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Lancet Neurol. 2018 Sep;17(9):790-801. doi: 10.1016/S1474-4422(18)30233-3.

Epidemiology, aetiology, and management of ischaemic stroke in young adults.

Author information

1
Department of Neurology, Donders Institute for Brain Cognition and Behaviour, Radboudumc, Nijmegen, Netherlands.
2
Department of Neurology, Massachusetts General Hospital and Harvard Medical School, Boston, MA, USA.
3
Division of Neurology, Department of Medicine, University of Malaya, Kuala Lumpur, Malaysia.
4
Team VINTAGE, Bordeaux Population Health Research Centre, Inserm, University of Bordeaux, Bordeaux, France; Memory Clinic, Department of Neurology and Institute for Neurodegenerative Diseases, CHU de Bordeaux, Bordeaux, France.
5
Department of Neurology, Donders Institute for Brain Cognition and Behaviour, Radboudumc, Nijmegen, Netherlands. Electronic address: frankerik.deleeuw@radboudumc.nl.

Abstract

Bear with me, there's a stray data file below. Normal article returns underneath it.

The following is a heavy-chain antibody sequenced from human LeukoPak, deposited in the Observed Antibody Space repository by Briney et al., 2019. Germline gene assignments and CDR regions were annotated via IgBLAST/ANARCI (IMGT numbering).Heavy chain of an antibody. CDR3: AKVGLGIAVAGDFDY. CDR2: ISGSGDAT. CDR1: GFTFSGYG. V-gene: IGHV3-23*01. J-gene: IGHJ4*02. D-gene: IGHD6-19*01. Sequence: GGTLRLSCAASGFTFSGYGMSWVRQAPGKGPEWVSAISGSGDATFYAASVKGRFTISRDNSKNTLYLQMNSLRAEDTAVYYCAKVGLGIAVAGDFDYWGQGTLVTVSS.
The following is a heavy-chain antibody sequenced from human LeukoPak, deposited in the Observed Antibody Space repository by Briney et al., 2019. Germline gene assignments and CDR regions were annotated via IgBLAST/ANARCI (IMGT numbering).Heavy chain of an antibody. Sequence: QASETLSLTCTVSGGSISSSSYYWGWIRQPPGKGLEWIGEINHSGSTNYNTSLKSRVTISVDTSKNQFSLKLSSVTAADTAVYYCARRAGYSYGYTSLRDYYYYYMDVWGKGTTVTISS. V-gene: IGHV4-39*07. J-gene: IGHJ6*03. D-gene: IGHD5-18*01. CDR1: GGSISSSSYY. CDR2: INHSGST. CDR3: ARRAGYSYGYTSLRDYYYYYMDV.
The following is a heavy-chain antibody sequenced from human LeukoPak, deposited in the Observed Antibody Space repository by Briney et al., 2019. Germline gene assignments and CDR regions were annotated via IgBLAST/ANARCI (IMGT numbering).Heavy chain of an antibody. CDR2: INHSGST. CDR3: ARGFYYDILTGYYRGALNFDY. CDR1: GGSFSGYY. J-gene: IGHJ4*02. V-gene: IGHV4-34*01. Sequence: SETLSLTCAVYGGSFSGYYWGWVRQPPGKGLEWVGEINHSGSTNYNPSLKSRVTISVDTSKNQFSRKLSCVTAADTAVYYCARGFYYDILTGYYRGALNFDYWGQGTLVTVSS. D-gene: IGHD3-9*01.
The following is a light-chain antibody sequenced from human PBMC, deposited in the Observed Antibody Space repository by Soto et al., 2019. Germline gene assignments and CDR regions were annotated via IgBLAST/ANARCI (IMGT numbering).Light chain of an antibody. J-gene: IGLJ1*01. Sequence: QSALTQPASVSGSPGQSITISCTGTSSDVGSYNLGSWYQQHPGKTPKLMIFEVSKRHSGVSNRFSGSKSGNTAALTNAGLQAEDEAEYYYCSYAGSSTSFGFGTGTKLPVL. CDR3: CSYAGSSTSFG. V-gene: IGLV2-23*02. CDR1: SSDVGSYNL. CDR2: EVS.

Epidemiological evidence suggests that the incidence of ischaemic stroke in young adults (18-50 years) has increased substantially. These patients have a long life expectancy after stroke, and the costs of long-term care pose huge challenges to health-care systems. Although the current recommendations for treatment of young and old (>50 years) patients with stroke are similar, the optimal management of young adult patients with stroke is unknown. They are usually not included in trials, and specific subanalyses limited to young adult patients with stroke are usually not done, owing to lower incidence of stroke and lower prevalence of vascular risk factors in young adults. Progress has been made in identifying patients with a considerable risk of stroke occurrence, such as those with patent foramen ovale. Future prevention studies might result in a decrease in the incidence of stroke and its sequelae in young adults. The development of guidelines specifically devoted to the management of stroke in young adults will be an important step in achieving this aim.

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